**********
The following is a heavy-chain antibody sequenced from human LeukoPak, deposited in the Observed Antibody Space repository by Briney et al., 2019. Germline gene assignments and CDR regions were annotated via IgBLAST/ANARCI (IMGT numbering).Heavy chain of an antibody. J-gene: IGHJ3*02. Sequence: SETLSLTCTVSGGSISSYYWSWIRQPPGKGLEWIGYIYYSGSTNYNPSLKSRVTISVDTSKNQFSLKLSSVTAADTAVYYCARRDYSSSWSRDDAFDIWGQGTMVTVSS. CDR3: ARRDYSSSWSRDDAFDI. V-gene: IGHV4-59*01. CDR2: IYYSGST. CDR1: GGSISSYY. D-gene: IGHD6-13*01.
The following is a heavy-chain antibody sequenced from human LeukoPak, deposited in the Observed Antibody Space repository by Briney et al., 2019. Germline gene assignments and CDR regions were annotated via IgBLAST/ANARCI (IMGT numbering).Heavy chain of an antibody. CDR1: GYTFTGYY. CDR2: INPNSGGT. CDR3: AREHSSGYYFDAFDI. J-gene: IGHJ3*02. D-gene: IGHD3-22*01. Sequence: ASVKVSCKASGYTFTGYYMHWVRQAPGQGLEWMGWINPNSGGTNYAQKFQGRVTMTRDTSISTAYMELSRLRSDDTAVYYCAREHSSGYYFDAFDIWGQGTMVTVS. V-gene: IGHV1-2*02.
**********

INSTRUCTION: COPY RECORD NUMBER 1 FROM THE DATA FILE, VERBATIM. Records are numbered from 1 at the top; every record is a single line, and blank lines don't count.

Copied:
The following is a heavy-chain antibody sequenced from human LeukoPak, deposited in the Observed Antibody Space repository by Briney et al., 2019. Germline gene assignments and CDR regions were annotated via IgBLAST/ANARCI (IMGT numbering).Heavy chain of an antibody. J-gene: IGHJ3*02. Sequence: SETLSLTCTVSGGSISSYYWSWIRQPPGKGLEWIGYIYYSGSTNYNPSLKSRVTISVDTSKNQFSLKLSSVTAADTAVYYCARRDYSSSWSRDDAFDIWGQGTMVTVSS. CDR3: ARRDYSSSWSRDDAFDI. V-gene: IGHV4-59*01. CDR2: IYYSGST. CDR1: GGSISSYY. D-gene: IGHD6-13*01.